Tigers roar back, numbers show steady rise
The total number of tigers in 2014 could be somewhere between 1,720 and 1,800 as compared to 1,706 four years ago, said top government sources, quoting figures from a year-long survey.india Updated: Jan 12, 2015 11:43 IST
The country’s tiger population has increased marginally and the numbers were stabilising in most of the protected habitats for big cats, indicating good tidings for the besieged kings of our jungles.
The total number of tigers in 2014 could be somewhere between 1,720 and 1,800 as compared to 1,706 four years ago, said top government sources quoting figures from a year-long survey which will go into the third tiger estimation report to be made public on January 20.
“The data from some tiger landscapes was still being collated and, therefore, we have not reached the final population figure for 2014. But, initial estimate show slight and not a significant increase in numbers,” said an official.
India has been struggling to hold on to its last few hundreds of big cats left in the wild because of rampant poaching that feeds an illegal international trade, which supplies animal parts to the traditional Chinese medicine market, and also habitat loss, prey depletion and poor management of tiger reserves.
But conservation efforts have paid off. The species breeds quickly wherever there is adequate prey and good protection measures are in place.
Tiger population has been on an upswing since 2006 when it dipped to an alarming 1,411 from over 3,000 in early 2000, prompting the government to form a Tiger Task Force and tighten protection measures.
The increase between 2006 and 2010 didn’t reflect uniformly because only a handful of habitats — such as Corbett National Park in Uttarakhand, Kaziranga National Park in Assam and some reserves in southern India — supported a good population.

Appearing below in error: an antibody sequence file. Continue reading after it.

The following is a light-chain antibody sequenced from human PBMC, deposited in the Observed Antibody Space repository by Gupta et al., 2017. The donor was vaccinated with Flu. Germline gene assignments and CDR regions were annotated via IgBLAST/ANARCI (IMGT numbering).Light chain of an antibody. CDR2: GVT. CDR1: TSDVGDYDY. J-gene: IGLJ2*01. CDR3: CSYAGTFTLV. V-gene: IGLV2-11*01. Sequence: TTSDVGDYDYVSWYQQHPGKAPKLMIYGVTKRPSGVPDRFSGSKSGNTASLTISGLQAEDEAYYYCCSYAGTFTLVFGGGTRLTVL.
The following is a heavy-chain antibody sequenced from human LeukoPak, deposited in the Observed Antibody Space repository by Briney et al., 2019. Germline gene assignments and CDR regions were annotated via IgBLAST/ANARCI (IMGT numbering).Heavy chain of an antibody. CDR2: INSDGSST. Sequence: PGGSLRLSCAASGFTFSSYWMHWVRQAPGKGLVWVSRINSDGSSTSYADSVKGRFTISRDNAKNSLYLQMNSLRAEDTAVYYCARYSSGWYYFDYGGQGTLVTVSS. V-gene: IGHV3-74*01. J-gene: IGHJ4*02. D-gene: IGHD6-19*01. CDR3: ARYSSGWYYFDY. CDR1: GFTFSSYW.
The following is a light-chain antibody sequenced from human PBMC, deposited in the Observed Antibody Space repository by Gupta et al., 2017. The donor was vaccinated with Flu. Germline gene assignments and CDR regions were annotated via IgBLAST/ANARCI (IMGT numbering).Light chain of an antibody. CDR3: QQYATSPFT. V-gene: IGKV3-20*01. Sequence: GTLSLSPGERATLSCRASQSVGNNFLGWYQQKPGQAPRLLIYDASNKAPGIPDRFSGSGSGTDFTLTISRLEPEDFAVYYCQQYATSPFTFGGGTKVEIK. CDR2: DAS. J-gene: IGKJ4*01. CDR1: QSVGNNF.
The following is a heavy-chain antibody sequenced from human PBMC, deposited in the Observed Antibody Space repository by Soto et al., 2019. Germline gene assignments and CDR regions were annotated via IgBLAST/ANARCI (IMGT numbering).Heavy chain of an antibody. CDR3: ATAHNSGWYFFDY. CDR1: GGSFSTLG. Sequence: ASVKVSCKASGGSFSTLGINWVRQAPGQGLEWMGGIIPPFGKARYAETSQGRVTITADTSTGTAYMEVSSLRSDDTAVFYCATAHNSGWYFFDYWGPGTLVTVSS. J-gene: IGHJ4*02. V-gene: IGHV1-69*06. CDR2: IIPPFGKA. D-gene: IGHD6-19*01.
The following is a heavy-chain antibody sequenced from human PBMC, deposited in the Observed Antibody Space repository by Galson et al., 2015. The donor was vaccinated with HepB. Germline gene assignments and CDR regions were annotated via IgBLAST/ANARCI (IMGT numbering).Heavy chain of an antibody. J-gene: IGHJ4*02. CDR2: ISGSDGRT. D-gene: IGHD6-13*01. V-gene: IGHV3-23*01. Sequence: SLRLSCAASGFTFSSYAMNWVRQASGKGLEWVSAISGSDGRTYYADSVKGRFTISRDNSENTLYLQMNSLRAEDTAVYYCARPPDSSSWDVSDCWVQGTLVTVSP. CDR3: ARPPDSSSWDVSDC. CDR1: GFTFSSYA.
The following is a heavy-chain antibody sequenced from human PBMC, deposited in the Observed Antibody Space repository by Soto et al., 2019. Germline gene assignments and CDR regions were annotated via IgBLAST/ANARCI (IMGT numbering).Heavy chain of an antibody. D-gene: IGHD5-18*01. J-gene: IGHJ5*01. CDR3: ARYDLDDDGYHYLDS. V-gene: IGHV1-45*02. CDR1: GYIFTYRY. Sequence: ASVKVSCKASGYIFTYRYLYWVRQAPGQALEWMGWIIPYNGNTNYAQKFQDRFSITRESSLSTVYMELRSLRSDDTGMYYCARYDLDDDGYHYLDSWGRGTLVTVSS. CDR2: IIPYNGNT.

The comforting roar was missing from Madhya Pradesh, which was once an undisputed tiger haven. The country’s other popular tiger destinations, Rajasthan and Maharashtra, recorded a dip in numbers in some of their tiger reserves.
Not for long though, as latest trends suggest. “The decreasing trend has either reversed or stopped. There has not been a fall in tiger numbers in any landscape and most have witnessed some increase. Many tiger reserves show a stable population near to its optimal capacity, some are moving in that direction and only a few have shown a slight dip,” the official said, describing Pilibhit in Uttar Pradesh and Bor in Maharashtra as habitats with some concern.
The country has five landscapes — Shivalik-Gangetic Plains, Central India and Eastern Ghats, Western Ghats, North-Eastern India and Sunderbans — for the tiger census that started in early 2013.
Besides the tiger headcount, the census provides useful data on other wildlife living alongside the big cats. Data is collected through camera trap, DNA tests and ground report from thousands of foresters scouring the wild.
The latest report could show a decline in tiger population outside its 47 protected areas the corridors connecting them are in a shambles. Less than 10% of the tiger population lives outside the protected zones — not a small number to be wished away considering so much little are left in India.
Over the past several years, the government has sanctioned projects in some of the corridors despite initial resistance by the National Tiger Reserve Authority.